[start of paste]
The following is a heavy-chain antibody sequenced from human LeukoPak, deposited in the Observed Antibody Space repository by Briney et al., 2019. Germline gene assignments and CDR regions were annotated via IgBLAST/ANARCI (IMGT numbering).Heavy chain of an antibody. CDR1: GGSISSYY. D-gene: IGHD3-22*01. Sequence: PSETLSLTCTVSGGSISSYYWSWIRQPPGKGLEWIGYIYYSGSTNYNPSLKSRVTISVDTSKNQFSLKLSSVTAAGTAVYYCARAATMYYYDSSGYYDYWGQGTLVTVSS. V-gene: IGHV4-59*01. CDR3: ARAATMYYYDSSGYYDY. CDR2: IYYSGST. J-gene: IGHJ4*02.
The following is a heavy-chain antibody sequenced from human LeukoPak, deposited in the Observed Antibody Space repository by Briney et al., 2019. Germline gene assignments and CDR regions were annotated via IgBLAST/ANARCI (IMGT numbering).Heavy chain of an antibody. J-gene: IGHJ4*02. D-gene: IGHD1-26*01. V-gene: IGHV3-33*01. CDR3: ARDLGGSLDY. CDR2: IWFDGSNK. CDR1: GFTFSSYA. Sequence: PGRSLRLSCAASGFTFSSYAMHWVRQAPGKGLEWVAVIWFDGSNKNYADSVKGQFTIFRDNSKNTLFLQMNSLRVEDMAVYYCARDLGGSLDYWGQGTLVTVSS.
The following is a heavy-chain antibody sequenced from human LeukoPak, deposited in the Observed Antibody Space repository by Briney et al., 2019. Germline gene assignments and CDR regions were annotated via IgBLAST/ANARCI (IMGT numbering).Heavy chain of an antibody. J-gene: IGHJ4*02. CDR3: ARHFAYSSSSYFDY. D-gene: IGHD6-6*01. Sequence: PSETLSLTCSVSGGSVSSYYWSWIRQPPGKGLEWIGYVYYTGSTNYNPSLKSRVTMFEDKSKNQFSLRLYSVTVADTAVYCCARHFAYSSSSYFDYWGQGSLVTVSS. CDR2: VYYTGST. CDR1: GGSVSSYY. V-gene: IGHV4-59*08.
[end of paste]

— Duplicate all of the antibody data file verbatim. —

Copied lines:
The following is a heavy-chain antibody sequenced from human LeukoPak, deposited in the Observed Antibody Space repository by Briney et al., 2019. Germline gene assignments and CDR regions were annotated via IgBLAST/ANARCI (IMGT numbering).Heavy chain of an antibody. CDR1: GGSISSYY. D-gene: IGHD3-22*01. Sequence: PSETLSLTCTVSGGSISSYYWSWIRQPPGKGLEWIGYIYYSGSTNYNPSLKSRVTISVDTSKNQFSLKLSSVTAAGTAVYYCARAATMYYYDSSGYYDYWGQGTLVTVSS. V-gene: IGHV4-59*01. CDR3: ARAATMYYYDSSGYYDY. CDR2: IYYSGST. J-gene: IGHJ4*02.
The following is a heavy-chain antibody sequenced from human LeukoPak, deposited in the Observed Antibody Space repository by Briney et al., 2019. Germline gene assignments and CDR regions were annotated via IgBLAST/ANARCI (IMGT numbering).Heavy chain of an antibody. J-gene: IGHJ4*02. D-gene: IGHD1-26*01. V-gene: IGHV3-33*01. CDR3: ARDLGGSLDY. CDR2: IWFDGSNK. CDR1: GFTFSSYA. Sequence: PGRSLRLSCAASGFTFSSYAMHWVRQAPGKGLEWVAVIWFDGSNKNYADSVKGQFTIFRDNSKNTLFLQMNSLRVEDMAVYYCARDLGGSLDYWGQGTLVTVSS.
The following is a heavy-chain antibody sequenced from human LeukoPak, deposited in the Observed Antibody Space repository by Briney et al., 2019. Germline gene assignments and CDR regions were annotated via IgBLAST/ANARCI (IMGT numbering).Heavy chain of an antibody. J-gene: IGHJ4*02. CDR3: ARHFAYSSSSYFDY. D-gene: IGHD6-6*01. Sequence: PSETLSLTCSVSGGSVSSYYWSWIRQPPGKGLEWIGYVYYTGSTNYNPSLKSRVTMFEDKSKNQFSLRLYSVTVADTAVYCCARHFAYSSSSYFDYWGQGSLVTVSS. CDR2: VYYTGST. CDR1: GGSVSSYY. V-gene: IGHV4-59*08.